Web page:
Another argument was that ‘woman’ should not be used in insults by men because “women are a marginalised class”. Well, Theresa May is in no way marginalised; she is the prime minister, and furthermore, is a wealthy woman who represents a prosperous constituency in the London “stockbroker belt” and belongs to a party which represents privileged interests. It shows the weakness of the concept of women as an “oppressed class”; the ‘class’, such as it is, includes a large number of very privileged people and some very powerful people even if they share some common experiences with those in poverty or who suffer abuse or oppression; the situation is much more complicated than obvious cases of oppression such as experienced by people under occupation, dictatorship, colonialism or segregation and is not a straightforward hierarchy as devotees of certain theories claim. When a woman acquires power that enables her to affect others’ circumstances for better or worse, and particularly when she uses it to remove others’ freedoms or impoverish them, we cannot treat her as if she is being oppressed when an opponent insults her under his breath.

Theresa May, a late middle-aged white woman with grey hair wearing a royal blue jacket, standing up from the government front bench of the House of Commons waving her finger at Jeremy Corbyn.The claim that ‘stupid’ is ableist has even less merit. Quite simply, ‘stupid’ does not refer to any impairment but to a state (stupor), usually associated not with cognitive impairment but with drunkenness. Still, the incident brought out all of the usual serial offence takers who demand that everyone stops using words like idiot, stupid, lame etc not because they have any real emotional impact but because they have taught themselves to find them offensive on the basis of a theory. A few of them get paid writing articles criticising a public figure for calling someone a moron (and then complaining again when they fail to show the contrition they expect) but a lot of them just have enough free time on their hands to sit behind a computer and police others’ language. We often hear of snowflakes (people who profess offence to something greatly out of proportion to what was said or done) but there is in fact a minority of “pro-flakes”, people who make a living or at least a hobby out of this kind of behaviour. This is not to deny that there are situations where using this language is inappropriate, but using them in common speech is not hurtful, just mildly irritating to some people.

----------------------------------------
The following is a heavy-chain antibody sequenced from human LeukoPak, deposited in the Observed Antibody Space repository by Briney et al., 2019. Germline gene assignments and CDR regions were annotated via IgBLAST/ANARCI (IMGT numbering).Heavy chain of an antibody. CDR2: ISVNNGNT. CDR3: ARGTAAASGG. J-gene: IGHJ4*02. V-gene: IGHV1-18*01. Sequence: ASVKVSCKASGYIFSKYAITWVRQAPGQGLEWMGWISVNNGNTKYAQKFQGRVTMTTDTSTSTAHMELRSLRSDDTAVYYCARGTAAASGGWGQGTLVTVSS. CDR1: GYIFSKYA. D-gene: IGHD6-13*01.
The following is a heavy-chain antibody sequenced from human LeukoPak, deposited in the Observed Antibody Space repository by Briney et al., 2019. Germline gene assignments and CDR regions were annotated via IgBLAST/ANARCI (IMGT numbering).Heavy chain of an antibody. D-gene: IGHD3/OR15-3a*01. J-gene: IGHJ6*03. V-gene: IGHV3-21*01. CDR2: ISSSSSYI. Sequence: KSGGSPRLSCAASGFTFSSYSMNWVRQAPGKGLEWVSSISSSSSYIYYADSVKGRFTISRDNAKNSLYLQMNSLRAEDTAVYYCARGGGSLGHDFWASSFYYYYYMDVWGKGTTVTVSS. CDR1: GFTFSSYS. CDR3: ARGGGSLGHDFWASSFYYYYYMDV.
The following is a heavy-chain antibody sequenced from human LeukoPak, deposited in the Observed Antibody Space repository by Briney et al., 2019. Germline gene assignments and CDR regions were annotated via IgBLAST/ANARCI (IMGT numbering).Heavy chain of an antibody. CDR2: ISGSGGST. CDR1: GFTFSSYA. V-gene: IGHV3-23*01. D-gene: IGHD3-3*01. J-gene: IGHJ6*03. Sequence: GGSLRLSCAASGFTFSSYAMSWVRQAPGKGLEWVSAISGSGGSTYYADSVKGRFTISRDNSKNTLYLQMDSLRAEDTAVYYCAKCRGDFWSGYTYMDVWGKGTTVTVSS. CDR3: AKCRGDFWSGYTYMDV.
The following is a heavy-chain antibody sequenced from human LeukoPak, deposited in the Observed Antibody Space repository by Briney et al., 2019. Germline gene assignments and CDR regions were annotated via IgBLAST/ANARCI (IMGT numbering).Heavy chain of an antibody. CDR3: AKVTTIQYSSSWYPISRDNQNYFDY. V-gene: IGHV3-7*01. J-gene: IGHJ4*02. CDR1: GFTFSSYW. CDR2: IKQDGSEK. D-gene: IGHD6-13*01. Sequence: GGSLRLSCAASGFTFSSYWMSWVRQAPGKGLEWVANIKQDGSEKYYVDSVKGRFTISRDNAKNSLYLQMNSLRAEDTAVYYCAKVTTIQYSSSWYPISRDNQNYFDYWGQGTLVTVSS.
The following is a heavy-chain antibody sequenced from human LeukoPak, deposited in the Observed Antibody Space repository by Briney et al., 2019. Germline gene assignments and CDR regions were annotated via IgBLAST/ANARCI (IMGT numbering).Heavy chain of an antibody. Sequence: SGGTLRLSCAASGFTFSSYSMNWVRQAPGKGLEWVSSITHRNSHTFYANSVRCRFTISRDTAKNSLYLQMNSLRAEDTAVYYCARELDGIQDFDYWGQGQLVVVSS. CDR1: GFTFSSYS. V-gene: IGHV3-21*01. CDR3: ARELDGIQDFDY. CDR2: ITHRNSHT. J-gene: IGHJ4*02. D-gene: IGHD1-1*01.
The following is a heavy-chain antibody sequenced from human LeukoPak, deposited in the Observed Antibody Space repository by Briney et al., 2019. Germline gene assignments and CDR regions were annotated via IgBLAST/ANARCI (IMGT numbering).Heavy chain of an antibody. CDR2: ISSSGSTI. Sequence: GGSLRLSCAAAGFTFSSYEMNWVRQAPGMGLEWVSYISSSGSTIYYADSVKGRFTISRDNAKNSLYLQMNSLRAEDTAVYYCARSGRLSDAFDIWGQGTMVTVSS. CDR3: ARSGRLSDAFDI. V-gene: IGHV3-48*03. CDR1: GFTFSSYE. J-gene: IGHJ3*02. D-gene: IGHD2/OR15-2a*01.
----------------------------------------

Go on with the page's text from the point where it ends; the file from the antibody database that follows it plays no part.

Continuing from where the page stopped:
When Theresa May first came to power, Dan Hodges (a Daily Mail writer who forever moans about why he left the Labour party) predicted that “if May’s elected the misogyny of the hard-Left is going to be a truly appalling sight”. I quoted him and added “in other words, I’ll make a fuss any time someone calls May a bitch, while she slashes welfare & expels immigrants”, but this is proving true of parts of the wider Left as well. If we are trying to prevent the country being dragged off the Brexit cliff or stop devastating cuts to social care or support for disabled people, we should not be wasting too much time policing the language others use to refer to our enemies unless it is seriously offensive or threatening and especially we should not be doing this in public. This has generated a huge distraction and it is not even clear if he actually mouthed those words to Theresa May or just muttered them under his breath. We should not be like Monty Python’s People’s Front of Judaea, who when their common enemy was mentioned, said in unison “The Judaean People’s Front!” instead of naming the occupying Romans. The Right is not and has never been afraid to play dirty, and we have only so much time to spend on making sure we are, or appear, squeaky clean.